US5302904A (en) * 1991-10-29 1994-04-12 Zumbach Electronic Ag Method of detecting insulation faults and spark tester for implementing the method
US5432455A (en) * 1992-07-30 1995-07-11 Blades; Frederick K. Method and apparatus for detecting arcing in alternating current power systems by monitoring high-frequency noise
US5434509A (en) * 1992-07-30 1995-07-18 Blades; Frederick K. Method and apparatus for detecting arcing in alternating-current power systems by monitoring high-frequency noise
US5452223A (en) * 1993-08-20 1995-09-19 Eaton Corporation Arc detection using current variation
US5590012A (en) * 1995-03-30 1996-12-31 Siemens Energy & Automation, Inc. Electric arc detector sensor circuit
US5625283A (en) * 1995-08-25 1997-04-29 Sony Corporation Method and apparatus for calibrating an arc counter
US5659252A (en) * 1995-08-25 1997-08-19 Sony Corporation Apparatus and method for detecting arcing in a CRT
US5682101A (en) * 1995-03-13 1997-10-28 Square D Company Arcing fault detection system
US5729145A (en) * 1992-07-30 1998-03-17 Siemens Energy & Automation, Inc. Method and apparatus for detecting arcing in AC power systems by monitoring high frequency noise
US5825598A (en) * 1997-02-11 1998-10-20 Square D Company Arcing fault detection system installed in a panelboard
US5834940A (en) * 1996-09-24 1998-11-10 Brooks; Stanley J. Arcing fault detector testing and demonstration system
US5839092A (en) * 1997-03-26 1998-11-17 Square D Company Arcing fault detection system using fluctuations in current peaks and waveforms
US5847913A (en) * 1997-02-21 1998-12-08 Square D Company Trip indicators for circuit protection devices
US5946179A (en) * 1997-03-25 1999-08-31 Square D Company Electronically controlled circuit breaker with integrated latch tripping
US5986860A (en) * 1998-02-19 1999-11-16 Square D Company Zone arc fault detection
US6034611A (en) * 1997-02-04 2000-03-07 Square D Company Electrical isolation device
US6104287A (en) * 1997-06-27 2000-08-15 Lucent Technologies Inc. Circulator reverse power alarm
US6242993B1 (en) 1995-03-13 2001-06-05 Square D Company Apparatus for use in arcing fault detection systems
US6246556B1 (en) 1995-03-13 2001-06-12 Square D Company Electrical fault detection system
US6259996B1 (en) 1998-02-19 2001-07-10 Square D Company Arc fault detection system
US6313642B1 (en) 1995-03-13 2001-11-06 Square D Company Apparatus and method for testing an arcing fault detection system
US6313641B1 (en) 1995-03-13 2001-11-06 Square D Company Method and system for detecting arcing faults and testing such system
US6377427B1 (en) 1995-03-13 2002-04-23 Square D Company Arc fault protected electrical receptacle
GB2370925A (en) * 2000-11-07 2002-07-10 Smiths Group Plc Arc location using signal generation and reflected signal detection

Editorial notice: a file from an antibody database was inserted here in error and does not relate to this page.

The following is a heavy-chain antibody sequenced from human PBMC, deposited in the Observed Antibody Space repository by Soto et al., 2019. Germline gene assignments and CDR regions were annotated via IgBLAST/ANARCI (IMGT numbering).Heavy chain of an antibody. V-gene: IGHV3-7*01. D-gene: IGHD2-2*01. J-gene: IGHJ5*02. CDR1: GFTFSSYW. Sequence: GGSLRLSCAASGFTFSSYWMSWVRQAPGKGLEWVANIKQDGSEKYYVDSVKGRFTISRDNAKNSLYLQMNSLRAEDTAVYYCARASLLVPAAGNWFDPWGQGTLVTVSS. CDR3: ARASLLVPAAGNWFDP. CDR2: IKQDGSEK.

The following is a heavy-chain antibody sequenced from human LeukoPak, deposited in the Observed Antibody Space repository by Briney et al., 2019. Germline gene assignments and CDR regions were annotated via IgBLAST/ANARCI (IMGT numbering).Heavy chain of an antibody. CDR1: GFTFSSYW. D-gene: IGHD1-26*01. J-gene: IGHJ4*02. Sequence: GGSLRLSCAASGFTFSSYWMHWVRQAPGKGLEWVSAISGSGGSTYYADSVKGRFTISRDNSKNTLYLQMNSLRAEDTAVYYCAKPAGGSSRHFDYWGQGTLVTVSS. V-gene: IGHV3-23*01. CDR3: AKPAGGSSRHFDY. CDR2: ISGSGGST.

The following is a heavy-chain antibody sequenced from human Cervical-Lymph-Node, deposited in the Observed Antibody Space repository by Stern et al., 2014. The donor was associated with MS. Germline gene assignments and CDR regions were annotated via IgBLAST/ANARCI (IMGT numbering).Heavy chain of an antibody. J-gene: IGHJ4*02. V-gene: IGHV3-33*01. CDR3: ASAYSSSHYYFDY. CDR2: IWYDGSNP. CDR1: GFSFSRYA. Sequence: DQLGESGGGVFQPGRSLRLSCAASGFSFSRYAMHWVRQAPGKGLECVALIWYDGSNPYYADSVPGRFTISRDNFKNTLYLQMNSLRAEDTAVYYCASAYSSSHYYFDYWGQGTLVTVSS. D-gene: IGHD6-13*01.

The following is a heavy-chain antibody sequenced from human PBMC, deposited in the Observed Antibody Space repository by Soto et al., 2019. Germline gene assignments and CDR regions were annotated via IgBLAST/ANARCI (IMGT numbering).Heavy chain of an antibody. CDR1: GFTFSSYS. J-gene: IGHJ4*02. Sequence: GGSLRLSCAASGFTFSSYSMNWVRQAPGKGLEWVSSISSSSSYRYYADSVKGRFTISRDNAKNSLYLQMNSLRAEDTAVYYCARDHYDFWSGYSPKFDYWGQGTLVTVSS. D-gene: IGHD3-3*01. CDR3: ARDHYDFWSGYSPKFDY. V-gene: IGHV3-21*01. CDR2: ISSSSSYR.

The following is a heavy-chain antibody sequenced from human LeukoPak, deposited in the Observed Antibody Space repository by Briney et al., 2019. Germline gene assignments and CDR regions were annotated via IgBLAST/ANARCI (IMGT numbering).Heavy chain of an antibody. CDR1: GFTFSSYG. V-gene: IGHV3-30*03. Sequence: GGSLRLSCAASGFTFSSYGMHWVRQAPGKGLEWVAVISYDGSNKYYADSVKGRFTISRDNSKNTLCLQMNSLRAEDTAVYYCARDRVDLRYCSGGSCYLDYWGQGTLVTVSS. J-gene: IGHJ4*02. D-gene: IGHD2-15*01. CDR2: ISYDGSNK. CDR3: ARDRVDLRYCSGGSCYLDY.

US6452767B1 (en) 1995-03-13 2002-09-17 Square D Company Arcing fault detection system for a secondary line of a current transformer
US6477021B1 (en) 1998-02-19 2002-11-05 Square D Company Blocking/inhibiting operation in an arc fault detection system
US6532424B1 (en) 1995-03-13 2003-03-11 Square D Company Electrical fault detection circuit with dual-mode power supply
US6567250B1 (en) 1998-02-19 2003-05-20 Square D Company Arc fault protected device
US6621669B1 (en) 1998-02-19 2003-09-16 Square D Company Arc fault receptacle with a feed-through connection
US6625550B1 (en) 1998-02-19 2003-09-23 Square D Company Arc fault detection for aircraft
US20040042137A1 (en) * 2001-10-17 2004-03-04 Wong Kon B. Load recognition and series arc detection using bandpass filter signatures
US6782329B2 (en) 1998-02-19 2004-08-24 Square D Company Detection of arcing faults using bifurcated wiring system
US7068480B2 (en) 2001-10-17 2006-06-27 Square D Company Arc detection using load recognition, harmonic content and broadband noise
US7151656B2 (en) 2001-10-17 2006-12-19 Square D Company Arc fault circuit interrupter system
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US3761720A (en) * 1972-08-30 1973-09-25 Atomic Energy Commission Method of locating defects in a high-voltage insulating tube
US4475079A (en) * 1978-05-31 1984-10-02 Bicc Public Limited Company Apparatus for locating faults in electric cables
US4316139A (en) * 1979-06-13 1982-02-16 International Telephone And Telegraph Corporation Method and apparatus for determining the location of an arc in a waveguide transmission line or the like
EP0094871A1 (en) * 1982-05-19 1983-11-23 Merlin Gerin Electronic arc detection relay
FR2527381A1 (en) * 1982-05-19 1983-11-25 Merlin Gerin Electronic relay arc detection
US4525665A (en) * 1982-08-06 1985-06-25 Smalley Daniel S Induction furnace monitor
US4612498A (en) * 1982-08-06 1986-09-16 Smalley Daniel S Induction furnace fault locator
US4887041A (en) * 1988-02-17 1989-12-12 University Of Connecticut Method and instrumentation for the detection, location and characterization of partial discharges and faults in electric power cables
US5185686A (en) * 1991-03-28 1993-02-09 Eaton Corporation Direction sensing arc detection
US5185684A (en) * 1991-03-28 1993-02-09 Eaton Corporation Frequency selective arc detection
US5185685A (en) * 1991-03-28 1993-02-09 Eaton Corporation Field sensing arc detection